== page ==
May 11, 1964 |
|Batted: Right||Threw: Right|
|April 10, 1986 for the Texas Rangers|
|Last MLB appearance|
|October 7, 2001 for the Arizona Diamondbacks|
|Earned run average||4.83|
|Career highlights and awards|
|Competitor for United States|
|Silver||1984 Los Angeles||Team|
Robert Andrew Witt (born May 11, 1964, in Arlington, Virginia) is a former professional baseball pitcher. He played all or part of sixteen seasons in Major League Baseball for the Texas Rangers, Oakland Athletics, Florida Marlins, St. Louis Cardinals, Tampa Bay Devil Rays, Cleveland Indians, and Arizona Diamondbacks.
Witt was drafted out of the University of Oklahoma with the third pick of the first round by the Texas Rangers in 1985. His first professional win came in 1986 with the Texas Rangers as he had failed to win a game in the minor leagues. He was known as a hard-throwing right-hander with control problems throughout his career and many in Arlington began to call him "Witt 'n Wild" as a play on the waterpark Wet 'n Wild, which was located next to Arlington Stadium.
Witt made his major league debut in 1986 and made 31 starts for the Rangers, finishing the season with an 11-9 record. Known for his control problems, he led the league with 143 walks in 157.2 innings pitched. The following season he led the league again in walks, this time with 140 in 143 innings.
On August 2, 1987, Witt struck out 4 batters in one inning. He set the Texas Rangers club record set in 1990 with his 7th consecutive road win of the season, a feat that was not matched by a Rangers pitcher until Scott Feldman did it in 2009.
In 1990, he had the best season of his career, going 17-10 with a 3.36 ERA, the lowest of his career. He also established dominance, striking out over 220 batters in 222 innings. He would continue on pitching for the Rangers till 1992 season, when he was traded to division rival Oakland.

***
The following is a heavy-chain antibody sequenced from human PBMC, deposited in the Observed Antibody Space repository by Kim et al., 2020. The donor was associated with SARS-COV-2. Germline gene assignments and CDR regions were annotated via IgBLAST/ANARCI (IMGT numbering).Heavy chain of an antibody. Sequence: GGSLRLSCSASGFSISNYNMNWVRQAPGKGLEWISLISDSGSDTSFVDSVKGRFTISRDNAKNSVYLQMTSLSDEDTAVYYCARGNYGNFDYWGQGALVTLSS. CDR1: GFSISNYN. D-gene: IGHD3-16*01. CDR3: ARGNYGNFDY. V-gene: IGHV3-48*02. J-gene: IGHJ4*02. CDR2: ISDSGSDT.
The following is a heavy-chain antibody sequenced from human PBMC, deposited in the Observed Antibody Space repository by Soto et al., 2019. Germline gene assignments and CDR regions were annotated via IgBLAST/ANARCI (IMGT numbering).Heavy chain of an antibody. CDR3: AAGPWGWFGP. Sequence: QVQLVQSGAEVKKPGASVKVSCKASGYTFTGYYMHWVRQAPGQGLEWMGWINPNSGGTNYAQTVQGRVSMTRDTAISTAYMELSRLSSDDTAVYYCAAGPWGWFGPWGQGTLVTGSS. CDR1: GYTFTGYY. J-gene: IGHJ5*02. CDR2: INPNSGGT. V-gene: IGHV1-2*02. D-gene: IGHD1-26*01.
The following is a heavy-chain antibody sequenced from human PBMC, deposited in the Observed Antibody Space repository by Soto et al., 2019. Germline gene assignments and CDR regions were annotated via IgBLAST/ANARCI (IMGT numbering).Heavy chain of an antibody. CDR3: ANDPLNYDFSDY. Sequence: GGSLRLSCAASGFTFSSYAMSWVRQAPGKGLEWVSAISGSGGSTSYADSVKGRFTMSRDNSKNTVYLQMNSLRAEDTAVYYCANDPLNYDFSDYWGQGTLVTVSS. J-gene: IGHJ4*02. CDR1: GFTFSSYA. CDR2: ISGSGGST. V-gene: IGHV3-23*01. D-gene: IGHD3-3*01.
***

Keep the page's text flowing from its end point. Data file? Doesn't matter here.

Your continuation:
From 1992-1994, Witt compiled a 23-24 record with the A's.
On June 23, 1994, as a member of the Oakland A's, he lost his bid for a perfect game when first base umpire Gary Cederstrom called the Kansas City Royals' Greg Gagne safe in the 6th inning  on a close play at first base on a bunt. Replays showed that Gagne was out. Witt went on to complete the game with only that one hit allowed and no walks.
During the 1995 season, Witt pitched half a season with the Marlins before being traded to Texas. He finished his tenure with Florida with a 2-7 record despite having an ERA of 3.90 and a WHIP of under 1.40.
Back To Texas
From 1995-1998, Witt had a 36-32 record with Texas. His best season during this timeframe was in 1996, when he finished with a 16-12 record despite having an ERA of over 5.00 (5.41).
On June 30, 1997, he became the first American League pitcher to hit a home run since Roric Harrison on October 3, 1972. His blast was against off Ismael Valdes of the Los Angeles Dodgers in an interleague contest in the top of the 6th inning. The bat with which he hit this home run is now in the Baseball Hall of Fame.
St. Louis Cardinals
During the 1998 season, Witt was traded to St.Louis. He pitched with the Cardinals in 17 games, only 5 as a starter.
Tampa Bay Devil Rays
Witt had one of his worst seasons of his career, going 7-15 with a 5.82 ERA in 32 starts for the Devil Rays.
Due to injury, Witt was limited to just 7 appearances with the Indians, having pitched only 15 innings for the Tribe.
In his last season in the Majors, Witt pitched in 14 games for the D'Backs, 7 as a starter and finished with a 4-1 record for the World Series Champion Diamondbacks. After the season, Witt retired from baseball.
Witt led the league in walks three times and wild pitches twice. Witt retired in 2001 after winning a World Series ring with the Arizona Diamondbacks. His career record is 142 - 157 with an ERA of 4.83.
- Palmer, Matt, "Rangers roll, trim Wild Card deficit to two: Feldman stifles Orioles for 11th road victory, 15th overall," MLB.com, 9/4/09, accessed 9/4/09
- Ginzburg, David, "Feldman, Cruz lead Rangers over Orioles 5-1," Associated Press, 9/4/09, accessed 9/4/09
- "A's Witt, Nearly Perfect, Says It's Ump Who Wasn't," Associated Press, 6/24/94, accessed 6/3/10